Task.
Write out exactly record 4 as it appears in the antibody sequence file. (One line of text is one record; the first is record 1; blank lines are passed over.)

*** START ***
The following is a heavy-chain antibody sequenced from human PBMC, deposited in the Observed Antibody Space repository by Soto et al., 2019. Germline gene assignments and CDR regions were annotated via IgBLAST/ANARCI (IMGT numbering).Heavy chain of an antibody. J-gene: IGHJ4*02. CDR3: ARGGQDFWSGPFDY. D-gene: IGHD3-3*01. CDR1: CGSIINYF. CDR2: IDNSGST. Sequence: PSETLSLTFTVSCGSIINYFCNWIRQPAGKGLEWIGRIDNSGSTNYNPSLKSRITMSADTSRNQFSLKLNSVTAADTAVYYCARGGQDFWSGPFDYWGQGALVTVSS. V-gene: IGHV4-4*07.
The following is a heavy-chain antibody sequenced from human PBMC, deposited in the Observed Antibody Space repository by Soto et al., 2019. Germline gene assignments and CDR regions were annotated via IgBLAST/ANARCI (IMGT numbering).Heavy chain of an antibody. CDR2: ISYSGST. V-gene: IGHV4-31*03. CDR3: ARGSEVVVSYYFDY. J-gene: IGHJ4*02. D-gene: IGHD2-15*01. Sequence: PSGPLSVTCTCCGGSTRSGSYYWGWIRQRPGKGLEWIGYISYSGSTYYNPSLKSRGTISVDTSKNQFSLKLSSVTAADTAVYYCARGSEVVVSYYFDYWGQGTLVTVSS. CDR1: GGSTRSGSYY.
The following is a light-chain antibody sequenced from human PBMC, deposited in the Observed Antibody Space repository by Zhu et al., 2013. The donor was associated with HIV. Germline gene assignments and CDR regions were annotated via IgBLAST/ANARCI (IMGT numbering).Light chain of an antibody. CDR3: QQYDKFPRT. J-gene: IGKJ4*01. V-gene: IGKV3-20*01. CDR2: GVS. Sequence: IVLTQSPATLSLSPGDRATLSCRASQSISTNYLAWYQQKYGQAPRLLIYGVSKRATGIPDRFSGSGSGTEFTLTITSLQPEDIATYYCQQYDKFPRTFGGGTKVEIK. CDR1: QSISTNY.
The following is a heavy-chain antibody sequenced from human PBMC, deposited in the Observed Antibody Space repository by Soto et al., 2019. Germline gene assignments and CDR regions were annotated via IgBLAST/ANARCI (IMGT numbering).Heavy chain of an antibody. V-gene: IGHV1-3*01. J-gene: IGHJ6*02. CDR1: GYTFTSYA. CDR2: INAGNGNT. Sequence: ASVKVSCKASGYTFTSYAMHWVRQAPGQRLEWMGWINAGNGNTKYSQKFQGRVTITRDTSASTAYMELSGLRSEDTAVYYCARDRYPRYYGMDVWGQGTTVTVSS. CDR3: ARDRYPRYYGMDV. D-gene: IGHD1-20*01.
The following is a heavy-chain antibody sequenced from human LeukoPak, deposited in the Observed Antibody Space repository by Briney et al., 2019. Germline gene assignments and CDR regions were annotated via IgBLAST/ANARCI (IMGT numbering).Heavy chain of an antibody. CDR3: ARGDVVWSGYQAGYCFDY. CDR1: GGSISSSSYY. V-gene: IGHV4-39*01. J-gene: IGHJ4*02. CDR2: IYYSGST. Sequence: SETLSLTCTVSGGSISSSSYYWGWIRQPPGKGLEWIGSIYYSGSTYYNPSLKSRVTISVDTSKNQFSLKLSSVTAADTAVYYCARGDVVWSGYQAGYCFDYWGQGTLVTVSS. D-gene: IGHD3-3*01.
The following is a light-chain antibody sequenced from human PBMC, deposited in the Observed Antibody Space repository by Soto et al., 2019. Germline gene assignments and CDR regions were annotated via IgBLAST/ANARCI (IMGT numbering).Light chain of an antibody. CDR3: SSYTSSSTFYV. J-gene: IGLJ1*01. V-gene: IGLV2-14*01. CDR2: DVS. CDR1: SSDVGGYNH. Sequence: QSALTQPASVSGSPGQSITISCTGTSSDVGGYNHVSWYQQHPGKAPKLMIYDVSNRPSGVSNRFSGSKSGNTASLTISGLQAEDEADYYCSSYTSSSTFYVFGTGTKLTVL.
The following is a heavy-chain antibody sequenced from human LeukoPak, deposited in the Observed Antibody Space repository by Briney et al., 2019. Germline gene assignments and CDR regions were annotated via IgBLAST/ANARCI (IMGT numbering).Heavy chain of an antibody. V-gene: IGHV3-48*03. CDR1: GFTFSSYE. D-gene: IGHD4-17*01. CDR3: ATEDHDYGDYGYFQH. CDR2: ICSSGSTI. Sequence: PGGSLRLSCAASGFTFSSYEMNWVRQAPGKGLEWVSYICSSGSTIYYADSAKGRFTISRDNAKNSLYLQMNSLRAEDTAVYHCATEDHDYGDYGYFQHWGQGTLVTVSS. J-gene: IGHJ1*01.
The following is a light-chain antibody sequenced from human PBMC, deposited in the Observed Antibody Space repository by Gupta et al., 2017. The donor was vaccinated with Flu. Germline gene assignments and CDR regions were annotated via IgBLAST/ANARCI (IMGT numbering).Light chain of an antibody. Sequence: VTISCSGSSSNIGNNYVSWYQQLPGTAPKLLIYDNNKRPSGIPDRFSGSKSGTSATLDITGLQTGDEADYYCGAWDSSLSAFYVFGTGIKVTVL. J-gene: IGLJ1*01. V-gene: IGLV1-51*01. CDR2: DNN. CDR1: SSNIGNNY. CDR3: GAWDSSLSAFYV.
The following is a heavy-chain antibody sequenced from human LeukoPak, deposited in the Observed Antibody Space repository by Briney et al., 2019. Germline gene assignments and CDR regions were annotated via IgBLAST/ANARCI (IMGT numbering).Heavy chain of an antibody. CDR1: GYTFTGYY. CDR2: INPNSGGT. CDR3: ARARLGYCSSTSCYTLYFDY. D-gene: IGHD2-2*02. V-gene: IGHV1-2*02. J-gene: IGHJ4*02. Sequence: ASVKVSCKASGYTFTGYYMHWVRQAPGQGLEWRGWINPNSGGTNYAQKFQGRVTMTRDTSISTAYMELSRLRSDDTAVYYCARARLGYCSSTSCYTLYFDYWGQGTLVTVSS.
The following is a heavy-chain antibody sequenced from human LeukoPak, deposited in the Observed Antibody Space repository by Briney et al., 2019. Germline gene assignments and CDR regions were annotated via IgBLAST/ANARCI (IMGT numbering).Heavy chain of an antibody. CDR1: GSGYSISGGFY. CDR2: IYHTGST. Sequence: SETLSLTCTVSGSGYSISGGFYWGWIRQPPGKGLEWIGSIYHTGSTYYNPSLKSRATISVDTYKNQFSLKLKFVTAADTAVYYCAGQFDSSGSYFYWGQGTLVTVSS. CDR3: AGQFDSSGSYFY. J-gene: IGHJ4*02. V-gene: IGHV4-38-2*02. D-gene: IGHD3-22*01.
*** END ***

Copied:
The following is a heavy-chain antibody sequenced from human PBMC, deposited in the Observed Antibody Space repository by Soto et al., 2019. Germline gene assignments and CDR regions were annotated via IgBLAST/ANARCI (IMGT numbering).Heavy chain of an antibody. V-gene: IGHV1-3*01. J-gene: IGHJ6*02. CDR1: GYTFTSYA. CDR2: INAGNGNT. Sequence: ASVKVSCKASGYTFTSYAMHWVRQAPGQRLEWMGWINAGNGNTKYSQKFQGRVTITRDTSASTAYMELSGLRSEDTAVYYCARDRYPRYYGMDVWGQGTTVTVSS. CDR3: ARDRYPRYYGMDV. D-gene: IGHD1-20*01.